• Magnificent Seven, The

    Released by: MGM

    Released on: 8/2/2011

    Director: John Sturges

    Cast: Yul Brynner, Steve McQueen, Robert Vaughn, Charles Bronson, James Coburn, Eli Wallach

    Year: 1960

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    The Movie:

    John Sturges remake of the immortal The Seven Samurai stars Eli Wallach as a bandit chief named Calvera who holds a small village in Mexico hostage – if they don’t pony up almost all of their harvest, he and his men will kill them. Rather than submit to his demands as they have in the past, this time the villagers decide to pool together what little money they have and hire some gunmen to fight for them.

    Enter Chris Addams (Yul Brynner) and Vin Tanner (Steve McQueen), two well natured gunslingers who prove their moral metal by helping a dead Indian get himself a proper burial up on Boot Hill despite the threat of violence in retaliation. This act impresses the villagers who happen to see it play out and they figure they’ve found their first man. They make their plea to Addams who then goes about gathering up five more men to help he and Tanner out – Bernardo O’Reilly (Charles Bronson), Lee (Robert Vaughn), Harry Luck (Brad Dexter), Britt (James Coburn) and Chico (Horst Bucholz) – each man signing on for his own reason, be it greed, revenge, or simply a sense of doing what’s right. Of course, they’re horribly outnumbered and outgunned but if they train the villagers how to defend themselves and play their cards right, they just might be able to save the day…

    Beautifully shot by cinematographer Charles Lang and set to an iconic and instantly recognizable score from legendary composer Elmer Bernstein, The Magnificent Seven is deserving of every bit of its status as a western movie classic. While it doesn’t outdo Kurosawa’s original it does do a great job of Americanizing the film without dumbing it down or reducing the scope or adventure of the Japanese film (itself influenced by the films of John Ford).

    As great as the movie looks and as great as the movie sounds, however, it’s the cast that make this one as enjoyable as it is. Wallach may have seemed an odd choice to play a bandito but he’s great in the part and absolutely makes the most of his screen time. Brynner and McQueen have never been cooler nor have they ever been nobler than they are here, while Bronson, Coburn and Vaughn are as cool and as badass as they come. Bucholz, a German actor puzzlingly cast as a Mexican in the film, also does quite well here; better than he probably had any right to do, while Dexter adds some interesting comic relief with his role. Like The Dirty Dozen or the Great Escape, The Magnificent Seven uses its ensemble cast to great effect, making sure we get to know each of the seven gunfighters just enough to like them before opening the flood gates and sending in the bad guys. The whole thing is perfectly paced, never overstaying its welcome and spending just the right amount of time with the set up before giving the audience the finale they all know is coming.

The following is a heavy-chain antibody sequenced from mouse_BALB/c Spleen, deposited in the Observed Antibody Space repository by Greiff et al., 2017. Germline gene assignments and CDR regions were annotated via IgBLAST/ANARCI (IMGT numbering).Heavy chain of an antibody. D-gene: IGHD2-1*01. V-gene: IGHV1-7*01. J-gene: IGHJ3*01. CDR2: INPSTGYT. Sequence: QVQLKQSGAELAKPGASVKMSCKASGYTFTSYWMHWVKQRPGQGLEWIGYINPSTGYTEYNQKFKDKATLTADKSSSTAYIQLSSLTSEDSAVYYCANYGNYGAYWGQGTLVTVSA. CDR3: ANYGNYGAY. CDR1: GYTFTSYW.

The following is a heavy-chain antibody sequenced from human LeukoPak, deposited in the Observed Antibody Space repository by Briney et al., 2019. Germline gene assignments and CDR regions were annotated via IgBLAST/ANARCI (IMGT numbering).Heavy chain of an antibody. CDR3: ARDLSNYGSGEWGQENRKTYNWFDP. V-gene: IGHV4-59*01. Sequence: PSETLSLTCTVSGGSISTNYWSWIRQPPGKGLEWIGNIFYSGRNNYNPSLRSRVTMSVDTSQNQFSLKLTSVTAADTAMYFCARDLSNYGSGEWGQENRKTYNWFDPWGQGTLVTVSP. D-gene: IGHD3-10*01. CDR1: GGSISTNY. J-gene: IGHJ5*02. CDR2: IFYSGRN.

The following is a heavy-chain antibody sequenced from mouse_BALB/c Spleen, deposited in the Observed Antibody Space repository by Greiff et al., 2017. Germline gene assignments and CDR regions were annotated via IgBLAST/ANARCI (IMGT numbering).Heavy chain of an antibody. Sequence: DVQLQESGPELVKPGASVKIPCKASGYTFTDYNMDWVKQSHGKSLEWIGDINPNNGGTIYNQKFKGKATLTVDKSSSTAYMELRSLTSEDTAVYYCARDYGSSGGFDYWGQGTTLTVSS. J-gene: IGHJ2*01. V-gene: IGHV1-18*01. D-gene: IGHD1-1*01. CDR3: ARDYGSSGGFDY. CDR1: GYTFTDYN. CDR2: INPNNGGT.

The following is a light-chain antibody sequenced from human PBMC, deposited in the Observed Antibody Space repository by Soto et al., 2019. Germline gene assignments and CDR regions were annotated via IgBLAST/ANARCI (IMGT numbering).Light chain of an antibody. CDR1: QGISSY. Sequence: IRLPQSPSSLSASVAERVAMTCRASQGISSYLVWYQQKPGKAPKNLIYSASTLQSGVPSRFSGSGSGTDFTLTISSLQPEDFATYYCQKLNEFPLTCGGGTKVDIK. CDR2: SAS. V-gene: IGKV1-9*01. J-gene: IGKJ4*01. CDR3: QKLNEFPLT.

On an end note, it’s interesting to think that Kurosawa’s film (heavily influenced by John Ford), would result in The Magnificent Seven, the last ‘great’ American western to be made before A Fistful Of Dollars (essentially a remake of Kurosawa’s Yojimbo) lead to the onslaught of Spaghetti Westerns which eventually took over and changed things for good. Maybe in some ways the western is more eastern than some people realize.


    Just for the record, this disc appears to be identical to the one that was included in the Magnificent Seven Collection boxed set that came out on Blu-ray in 2010. With that said…